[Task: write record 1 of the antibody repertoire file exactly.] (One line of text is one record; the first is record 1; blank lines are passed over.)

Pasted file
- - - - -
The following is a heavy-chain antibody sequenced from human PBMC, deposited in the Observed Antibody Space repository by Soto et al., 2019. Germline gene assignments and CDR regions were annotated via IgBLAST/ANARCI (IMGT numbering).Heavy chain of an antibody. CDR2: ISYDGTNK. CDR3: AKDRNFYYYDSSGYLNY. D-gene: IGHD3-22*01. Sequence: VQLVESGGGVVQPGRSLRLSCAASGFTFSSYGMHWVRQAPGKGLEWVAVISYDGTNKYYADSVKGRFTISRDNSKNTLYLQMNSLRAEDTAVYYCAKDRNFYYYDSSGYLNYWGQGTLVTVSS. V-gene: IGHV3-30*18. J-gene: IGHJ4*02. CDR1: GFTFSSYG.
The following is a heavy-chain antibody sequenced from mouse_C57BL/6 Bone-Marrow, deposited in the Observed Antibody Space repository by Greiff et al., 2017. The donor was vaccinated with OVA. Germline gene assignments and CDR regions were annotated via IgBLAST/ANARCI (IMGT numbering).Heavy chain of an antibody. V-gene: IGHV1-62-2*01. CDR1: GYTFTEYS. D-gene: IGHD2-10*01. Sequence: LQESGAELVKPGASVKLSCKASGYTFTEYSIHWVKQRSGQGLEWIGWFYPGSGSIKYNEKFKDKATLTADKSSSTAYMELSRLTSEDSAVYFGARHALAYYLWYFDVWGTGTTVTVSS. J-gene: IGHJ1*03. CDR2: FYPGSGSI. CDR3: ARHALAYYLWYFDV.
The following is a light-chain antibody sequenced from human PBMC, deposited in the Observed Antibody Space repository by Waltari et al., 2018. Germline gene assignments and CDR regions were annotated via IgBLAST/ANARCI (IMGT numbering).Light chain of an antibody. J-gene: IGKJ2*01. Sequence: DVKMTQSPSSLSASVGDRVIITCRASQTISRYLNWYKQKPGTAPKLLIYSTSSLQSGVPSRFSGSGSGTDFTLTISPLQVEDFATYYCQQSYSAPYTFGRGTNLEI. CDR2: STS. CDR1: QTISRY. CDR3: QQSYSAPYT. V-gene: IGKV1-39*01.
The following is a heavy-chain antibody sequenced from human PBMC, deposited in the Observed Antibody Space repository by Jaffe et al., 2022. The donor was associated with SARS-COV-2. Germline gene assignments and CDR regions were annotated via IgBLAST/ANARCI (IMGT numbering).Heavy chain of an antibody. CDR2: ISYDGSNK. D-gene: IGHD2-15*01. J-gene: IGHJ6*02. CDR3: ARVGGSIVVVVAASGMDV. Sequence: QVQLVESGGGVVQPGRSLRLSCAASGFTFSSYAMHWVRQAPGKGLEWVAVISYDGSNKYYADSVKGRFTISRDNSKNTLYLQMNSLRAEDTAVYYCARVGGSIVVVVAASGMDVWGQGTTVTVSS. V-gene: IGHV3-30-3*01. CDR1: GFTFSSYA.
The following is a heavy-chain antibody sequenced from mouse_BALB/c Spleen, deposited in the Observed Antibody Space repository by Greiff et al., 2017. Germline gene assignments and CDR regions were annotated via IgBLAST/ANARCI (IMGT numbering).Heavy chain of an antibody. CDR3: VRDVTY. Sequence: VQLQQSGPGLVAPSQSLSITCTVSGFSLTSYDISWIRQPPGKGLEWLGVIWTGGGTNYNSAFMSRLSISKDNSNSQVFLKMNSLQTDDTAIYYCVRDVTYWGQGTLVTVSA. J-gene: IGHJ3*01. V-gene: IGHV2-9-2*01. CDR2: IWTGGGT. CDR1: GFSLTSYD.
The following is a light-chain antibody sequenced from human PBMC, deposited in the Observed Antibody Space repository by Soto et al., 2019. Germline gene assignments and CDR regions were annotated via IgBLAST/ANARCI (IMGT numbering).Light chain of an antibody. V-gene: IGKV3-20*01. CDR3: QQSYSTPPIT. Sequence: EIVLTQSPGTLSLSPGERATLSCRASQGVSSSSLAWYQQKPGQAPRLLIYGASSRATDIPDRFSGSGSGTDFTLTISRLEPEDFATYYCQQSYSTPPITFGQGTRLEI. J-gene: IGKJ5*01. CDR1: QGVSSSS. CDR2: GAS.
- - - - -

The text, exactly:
The following is a heavy-chain antibody sequenced from human PBMC, deposited in the Observed Antibody Space repository by Soto et al., 2019. Germline gene assignments and CDR regions were annotated via IgBLAST/ANARCI (IMGT numbering).Heavy chain of an antibody. CDR2: ISYDGTNK. CDR3: AKDRNFYYYDSSGYLNY. D-gene: IGHD3-22*01. Sequence: VQLVESGGGVVQPGRSLRLSCAASGFTFSSYGMHWVRQAPGKGLEWVAVISYDGTNKYYADSVKGRFTISRDNSKNTLYLQMNSLRAEDTAVYYCAKDRNFYYYDSSGYLNYWGQGTLVTVSS. V-gene: IGHV3-30*18. J-gene: IGHJ4*02. CDR1: GFTFSSYG.